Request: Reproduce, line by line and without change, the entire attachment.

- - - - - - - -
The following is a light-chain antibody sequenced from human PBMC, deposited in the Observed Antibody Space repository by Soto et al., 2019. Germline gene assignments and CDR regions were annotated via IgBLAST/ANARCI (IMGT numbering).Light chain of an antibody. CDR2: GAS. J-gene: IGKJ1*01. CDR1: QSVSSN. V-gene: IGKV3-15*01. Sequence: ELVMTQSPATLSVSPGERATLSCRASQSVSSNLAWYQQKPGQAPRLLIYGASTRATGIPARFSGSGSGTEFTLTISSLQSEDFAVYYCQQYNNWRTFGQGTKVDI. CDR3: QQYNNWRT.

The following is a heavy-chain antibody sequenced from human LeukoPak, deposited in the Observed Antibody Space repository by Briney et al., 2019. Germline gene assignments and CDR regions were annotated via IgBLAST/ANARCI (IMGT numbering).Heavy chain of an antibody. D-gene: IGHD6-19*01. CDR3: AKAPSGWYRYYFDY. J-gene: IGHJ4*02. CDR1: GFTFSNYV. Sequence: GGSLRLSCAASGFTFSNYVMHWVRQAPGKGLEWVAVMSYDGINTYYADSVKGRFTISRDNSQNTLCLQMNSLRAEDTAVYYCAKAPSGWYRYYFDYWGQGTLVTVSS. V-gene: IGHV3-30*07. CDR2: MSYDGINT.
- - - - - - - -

The following is a light-chain antibody sequenced from human PBMC, deposited in the Observed Antibody Space repository by Soto et al., 2019. Germline gene assignments and CDR regions were annotated via IgBLAST/ANARCI (IMGT numbering).Light chain of an antibody. CDR2: GAS. J-gene: IGKJ1*01. CDR1: QSVSSN. V-gene: IGKV3-15*01. Sequence: ELVMTQSPATLSVSPGERATLSCRASQSVSSNLAWYQQKPGQAPRLLIYGASTRATGIPARFSGSGSGTEFTLTISSLQSEDFAVYYCQQYNNWRTFGQGTKVDI. CDR3: QQYNNWRT.

The following is a heavy-chain antibody sequenced from human LeukoPak, deposited in the Observed Antibody Space repository by Briney et al., 2019. Germline gene assignments and CDR regions were annotated via IgBLAST/ANARCI (IMGT numbering).Heavy chain of an antibody. D-gene: IGHD6-19*01. CDR3: AKAPSGWYRYYFDY. J-gene: IGHJ4*02. CDR1: GFTFSNYV. Sequence: GGSLRLSCAASGFTFSNYVMHWVRQAPGKGLEWVAVMSYDGINTYYADSVKGRFTISRDNSQNTLCLQMNSLRAEDTAVYYCAKAPSGWYRYYFDYWGQGTLVTVSS. V-gene: IGHV3-30*07. CDR2: MSYDGINT.